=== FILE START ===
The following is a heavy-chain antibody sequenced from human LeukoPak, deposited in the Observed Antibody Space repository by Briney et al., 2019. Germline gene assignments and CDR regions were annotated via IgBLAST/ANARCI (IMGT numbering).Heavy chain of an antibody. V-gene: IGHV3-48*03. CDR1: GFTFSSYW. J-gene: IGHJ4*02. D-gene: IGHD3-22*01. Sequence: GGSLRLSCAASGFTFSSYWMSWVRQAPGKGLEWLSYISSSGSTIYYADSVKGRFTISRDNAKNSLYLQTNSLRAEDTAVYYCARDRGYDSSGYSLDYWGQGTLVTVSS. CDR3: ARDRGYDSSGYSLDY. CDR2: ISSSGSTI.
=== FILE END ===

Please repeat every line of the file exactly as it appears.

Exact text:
The following is a heavy-chain antibody sequenced from human LeukoPak, deposited in the Observed Antibody Space repository by Briney et al., 2019. Germline gene assignments and CDR regions were annotated via IgBLAST/ANARCI (IMGT numbering).Heavy chain of an antibody. V-gene: IGHV3-48*03. CDR1: GFTFSSYW. J-gene: IGHJ4*02. D-gene: IGHD3-22*01. Sequence: GGSLRLSCAASGFTFSSYWMSWVRQAPGKGLEWLSYISSSGSTIYYADSVKGRFTISRDNAKNSLYLQTNSLRAEDTAVYYCARDRGYDSSGYSLDYWGQGTLVTVSS. CDR3: ARDRGYDSSGYSLDY. CDR2: ISSSGSTI.